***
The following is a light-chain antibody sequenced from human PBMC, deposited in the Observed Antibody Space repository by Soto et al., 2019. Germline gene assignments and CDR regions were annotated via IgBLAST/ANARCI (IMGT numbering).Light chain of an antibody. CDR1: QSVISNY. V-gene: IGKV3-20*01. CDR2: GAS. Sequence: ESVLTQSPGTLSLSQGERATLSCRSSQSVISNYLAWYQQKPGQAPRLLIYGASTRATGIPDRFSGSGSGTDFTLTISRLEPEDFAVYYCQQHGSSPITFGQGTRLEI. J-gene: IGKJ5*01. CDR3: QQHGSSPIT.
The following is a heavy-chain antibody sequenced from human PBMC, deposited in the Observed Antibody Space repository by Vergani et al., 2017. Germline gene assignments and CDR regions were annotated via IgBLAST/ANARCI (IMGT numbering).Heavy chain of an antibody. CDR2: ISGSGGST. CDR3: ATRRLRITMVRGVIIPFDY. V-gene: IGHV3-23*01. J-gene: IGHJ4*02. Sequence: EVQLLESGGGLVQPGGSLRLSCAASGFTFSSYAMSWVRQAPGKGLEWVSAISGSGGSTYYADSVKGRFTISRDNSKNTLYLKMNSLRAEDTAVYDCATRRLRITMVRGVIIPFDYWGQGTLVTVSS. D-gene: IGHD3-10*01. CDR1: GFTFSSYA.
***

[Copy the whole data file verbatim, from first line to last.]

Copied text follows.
The following is a light-chain antibody sequenced from human PBMC, deposited in the Observed Antibody Space repository by Soto et al., 2019. Germline gene assignments and CDR regions were annotated via IgBLAST/ANARCI (IMGT numbering).Light chain of an antibody. CDR1: QSVISNY. V-gene: IGKV3-20*01. CDR2: GAS. Sequence: ESVLTQSPGTLSLSQGERATLSCRSSQSVISNYLAWYQQKPGQAPRLLIYGASTRATGIPDRFSGSGSGTDFTLTISRLEPEDFAVYYCQQHGSSPITFGQGTRLEI. J-gene: IGKJ5*01. CDR3: QQHGSSPIT.
The following is a heavy-chain antibody sequenced from human PBMC, deposited in the Observed Antibody Space repository by Vergani et al., 2017. Germline gene assignments and CDR regions were annotated via IgBLAST/ANARCI (IMGT numbering).Heavy chain of an antibody. CDR2: ISGSGGST. CDR3: ATRRLRITMVRGVIIPFDY. V-gene: IGHV3-23*01. J-gene: IGHJ4*02. Sequence: EVQLLESGGGLVQPGGSLRLSCAASGFTFSSYAMSWVRQAPGKGLEWVSAISGSGGSTYYADSVKGRFTISRDNSKNTLYLKMNSLRAEDTAVYDCATRRLRITMVRGVIIPFDYWGQGTLVTVSS. D-gene: IGHD3-10*01. CDR1: GFTFSSYA.